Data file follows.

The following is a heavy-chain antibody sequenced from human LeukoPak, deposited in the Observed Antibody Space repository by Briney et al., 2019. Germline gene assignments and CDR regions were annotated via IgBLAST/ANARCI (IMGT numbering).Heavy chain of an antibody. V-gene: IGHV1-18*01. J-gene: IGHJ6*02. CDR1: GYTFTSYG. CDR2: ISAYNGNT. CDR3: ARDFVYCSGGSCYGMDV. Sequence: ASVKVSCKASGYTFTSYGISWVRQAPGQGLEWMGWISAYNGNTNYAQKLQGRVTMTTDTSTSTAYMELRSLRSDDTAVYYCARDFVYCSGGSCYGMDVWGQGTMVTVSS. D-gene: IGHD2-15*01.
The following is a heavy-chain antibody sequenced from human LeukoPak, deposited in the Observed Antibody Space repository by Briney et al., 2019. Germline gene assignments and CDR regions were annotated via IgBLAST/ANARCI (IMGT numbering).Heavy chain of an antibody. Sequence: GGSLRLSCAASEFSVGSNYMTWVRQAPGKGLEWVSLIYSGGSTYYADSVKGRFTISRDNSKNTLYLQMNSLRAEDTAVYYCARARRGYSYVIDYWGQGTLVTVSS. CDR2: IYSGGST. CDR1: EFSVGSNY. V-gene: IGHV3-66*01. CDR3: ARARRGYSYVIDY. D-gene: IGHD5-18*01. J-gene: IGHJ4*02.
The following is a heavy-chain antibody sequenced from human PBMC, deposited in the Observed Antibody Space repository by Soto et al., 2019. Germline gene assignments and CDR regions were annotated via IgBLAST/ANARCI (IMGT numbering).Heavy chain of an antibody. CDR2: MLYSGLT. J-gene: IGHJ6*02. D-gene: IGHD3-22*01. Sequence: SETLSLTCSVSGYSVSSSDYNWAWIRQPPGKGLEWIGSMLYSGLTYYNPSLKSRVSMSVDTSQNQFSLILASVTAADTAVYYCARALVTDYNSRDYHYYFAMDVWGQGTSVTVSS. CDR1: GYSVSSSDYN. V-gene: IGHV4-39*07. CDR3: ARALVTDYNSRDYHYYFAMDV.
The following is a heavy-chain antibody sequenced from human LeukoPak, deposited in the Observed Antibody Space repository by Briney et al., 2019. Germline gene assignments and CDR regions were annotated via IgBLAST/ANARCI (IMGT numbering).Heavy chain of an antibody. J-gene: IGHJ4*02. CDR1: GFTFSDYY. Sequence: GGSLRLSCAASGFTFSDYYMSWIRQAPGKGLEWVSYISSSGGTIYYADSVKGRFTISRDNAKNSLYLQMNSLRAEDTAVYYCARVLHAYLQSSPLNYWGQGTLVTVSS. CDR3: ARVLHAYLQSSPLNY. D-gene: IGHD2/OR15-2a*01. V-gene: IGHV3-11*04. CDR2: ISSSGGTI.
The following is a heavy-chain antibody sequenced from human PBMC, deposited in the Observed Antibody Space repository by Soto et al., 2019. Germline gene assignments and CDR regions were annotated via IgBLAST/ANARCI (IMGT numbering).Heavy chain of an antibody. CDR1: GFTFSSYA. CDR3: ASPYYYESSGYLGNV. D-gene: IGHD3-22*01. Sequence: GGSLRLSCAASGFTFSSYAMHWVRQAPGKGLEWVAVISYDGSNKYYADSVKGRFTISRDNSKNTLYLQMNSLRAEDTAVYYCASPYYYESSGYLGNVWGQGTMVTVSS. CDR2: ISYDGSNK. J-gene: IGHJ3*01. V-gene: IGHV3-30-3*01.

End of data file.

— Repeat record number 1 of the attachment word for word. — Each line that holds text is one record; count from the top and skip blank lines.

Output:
The following is a heavy-chain antibody sequenced from human LeukoPak, deposited in the Observed Antibody Space repository by Briney et al., 2019. Germline gene assignments and CDR regions were annotated via IgBLAST/ANARCI (IMGT numbering).Heavy chain of an antibody. V-gene: IGHV1-18*01. J-gene: IGHJ6*02. CDR1: GYTFTSYG. CDR2: ISAYNGNT. CDR3: ARDFVYCSGGSCYGMDV. Sequence: ASVKVSCKASGYTFTSYGISWVRQAPGQGLEWMGWISAYNGNTNYAQKLQGRVTMTTDTSTSTAYMELRSLRSDDTAVYYCARDFVYCSGGSCYGMDVWGQGTMVTVSS. D-gene: IGHD2-15*01.